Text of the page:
Herbalists Without Borders works with community-based chapters to create educational, clinical, advocacy and grassroots model projects to fill the gaps in health and wellness social justice internationally.  This volunteer organization is a web of diverse herbalists, traditional and natural medicine practitioners, folk healers, farmers, educators, writers, activists and many others.

Flying Needle Project is a free acupuncture clinic in South Africa serving all people who come and focused on people with HIV/AIDS.

Charlotte Maxwell Complementary Clinic in Oakland and San Francisco offers free alternative health care to low income women with cancer.

These are just a few examples that I know about. Because these are often small groups of people doing work in their community, the larger society often doesn’t hear about their good work. What I also know, is that there are people all over this country, and the world, serving the health needs of their community with herbal medicine.

I am grateful for all of you who are working in service to your communities. Thank you for your hard work and dedication.

I urge you to consider your own acts of bravery and compassion. How, in your life, you are making change and if you have any room to expand that care? Our world needs each one of us to show up in whatever form that takes.

Be well.


Cultivating Peace


Shakleford Creek

Peace, both in our global community and in our interior world, is an important part of being in balance and being in good health.  Peace is one of those concepts that is at once complex and really quite simple. I believe one of our drawbacks as human beings is over-complicating things; which means we are putting more emphasis on what our brain has to say than on what our heart has to say. Our hearts hold our true wisdom. I think it is important to explore how we can cultivate peace in the world and in ourselves.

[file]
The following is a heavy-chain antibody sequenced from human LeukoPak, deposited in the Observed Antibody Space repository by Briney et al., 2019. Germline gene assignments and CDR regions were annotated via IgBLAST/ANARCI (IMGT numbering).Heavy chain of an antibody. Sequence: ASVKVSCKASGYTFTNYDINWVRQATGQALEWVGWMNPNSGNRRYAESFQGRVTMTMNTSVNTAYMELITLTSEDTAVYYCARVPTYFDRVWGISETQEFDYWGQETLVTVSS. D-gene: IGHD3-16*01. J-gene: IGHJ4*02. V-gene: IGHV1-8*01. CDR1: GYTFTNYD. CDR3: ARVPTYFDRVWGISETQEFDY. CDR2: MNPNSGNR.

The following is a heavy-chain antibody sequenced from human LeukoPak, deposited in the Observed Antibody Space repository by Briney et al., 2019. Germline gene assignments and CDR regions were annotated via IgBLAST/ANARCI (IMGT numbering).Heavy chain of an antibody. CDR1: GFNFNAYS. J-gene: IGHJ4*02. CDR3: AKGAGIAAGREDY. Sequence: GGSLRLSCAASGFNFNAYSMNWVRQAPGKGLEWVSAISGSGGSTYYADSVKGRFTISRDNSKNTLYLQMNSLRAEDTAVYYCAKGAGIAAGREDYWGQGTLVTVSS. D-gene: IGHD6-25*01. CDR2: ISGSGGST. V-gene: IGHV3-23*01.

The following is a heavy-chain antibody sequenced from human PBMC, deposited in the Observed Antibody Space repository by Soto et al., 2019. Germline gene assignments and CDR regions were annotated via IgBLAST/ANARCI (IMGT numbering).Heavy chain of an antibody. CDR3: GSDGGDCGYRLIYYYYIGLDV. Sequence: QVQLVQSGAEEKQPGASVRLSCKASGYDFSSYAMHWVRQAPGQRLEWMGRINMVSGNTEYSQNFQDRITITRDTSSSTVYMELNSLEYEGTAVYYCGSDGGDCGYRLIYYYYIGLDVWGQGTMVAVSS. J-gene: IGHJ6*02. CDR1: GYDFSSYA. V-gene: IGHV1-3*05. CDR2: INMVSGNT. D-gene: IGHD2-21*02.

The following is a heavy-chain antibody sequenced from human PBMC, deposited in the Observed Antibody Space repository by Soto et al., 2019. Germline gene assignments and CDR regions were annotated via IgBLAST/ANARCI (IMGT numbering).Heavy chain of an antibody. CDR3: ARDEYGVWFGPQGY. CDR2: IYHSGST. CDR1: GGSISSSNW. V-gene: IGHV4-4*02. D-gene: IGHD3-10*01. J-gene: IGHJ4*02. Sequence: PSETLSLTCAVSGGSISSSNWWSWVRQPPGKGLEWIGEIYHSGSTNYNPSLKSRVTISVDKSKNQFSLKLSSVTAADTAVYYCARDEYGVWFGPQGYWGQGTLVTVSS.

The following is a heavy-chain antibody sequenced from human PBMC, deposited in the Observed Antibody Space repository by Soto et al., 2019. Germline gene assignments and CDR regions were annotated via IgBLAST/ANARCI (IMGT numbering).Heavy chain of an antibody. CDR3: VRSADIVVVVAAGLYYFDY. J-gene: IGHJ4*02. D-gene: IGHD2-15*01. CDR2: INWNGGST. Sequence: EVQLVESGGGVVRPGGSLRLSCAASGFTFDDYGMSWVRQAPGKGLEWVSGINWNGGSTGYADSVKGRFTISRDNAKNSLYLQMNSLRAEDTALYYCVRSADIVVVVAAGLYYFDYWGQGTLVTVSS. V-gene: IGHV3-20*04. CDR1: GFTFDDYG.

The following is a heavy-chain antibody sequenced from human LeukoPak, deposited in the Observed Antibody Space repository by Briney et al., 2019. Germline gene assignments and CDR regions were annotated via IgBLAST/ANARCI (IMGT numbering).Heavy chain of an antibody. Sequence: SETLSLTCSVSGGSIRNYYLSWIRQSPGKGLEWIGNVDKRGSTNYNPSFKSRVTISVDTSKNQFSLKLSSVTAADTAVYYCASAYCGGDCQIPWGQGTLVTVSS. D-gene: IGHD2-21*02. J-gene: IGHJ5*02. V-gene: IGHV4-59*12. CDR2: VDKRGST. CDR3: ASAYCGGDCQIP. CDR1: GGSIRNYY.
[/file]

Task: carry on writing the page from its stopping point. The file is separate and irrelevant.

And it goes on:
A good place to start is to pay attention to what takes you out of your heart. What makes it easier for you to disconnect; from others, from self. Looking at our words and actions and deciding, does this bring harmony or dissension? And what do I want to foster in this moment? That is not to say that we don’t confront what should be confronted; rather that we work toward  finding the path that allows that confrontation to be productive and create movement toward positive change. As opposed to arguing for the sake of argument. In our dominant culture, those concepts are frequently confused…just look at our Congress.

So I encourage each of you to really stay conscious and make the choice to create connections and harmony – for this is, at the core of things, working against the pattern of disconnect which allows for so much violence and injustice in the world. We can start with ourselves, our loved ones, the people we see each day as we go about our lives; and expand that circle out. For we all indeed impact each other. We are all connected.

Restoring harmony/clearing the air

Sometimes we get out of harmony/balance and we need to clear things out to restore harmony. We can also work preemptively. Keep up a daily check-in with self so that your words and actions are coming from conscious choice and not from a reaction based on old patterns. This can also include cleansing the energy of your home or work space.

For those of you who for health or other reasons, do not want to smudge a space, some flower essence companies make sprays that can be used instead. They are a blend of essences and essential oils in a spritz bottle that you can use on yourself or in a room. For more details about these products, go to their website, but here is some information to get you started.

Purification  spray from Alaskan Essences
Cleanses and purifies your home and work environments and your personal energy field; helps to break up and clear stagnant patterns of energy; clarifying, sanctifying and refreshing; washes away tiredness and brings a sense of vital aliveness.

Guardian spray from Alaskan Essences
Helps to create a powerful force-field of protection in your aura and environment; claim your energetic space, maintain your grounding, and feel the protection of strong, healthy boundaries; joy and playfulness; good for people who are highly sensitive; connects us with our inner light and helps us radiate this powerful energy outward into our surroundings; brightens your mood, lift your spirits, and make room for future possibilities.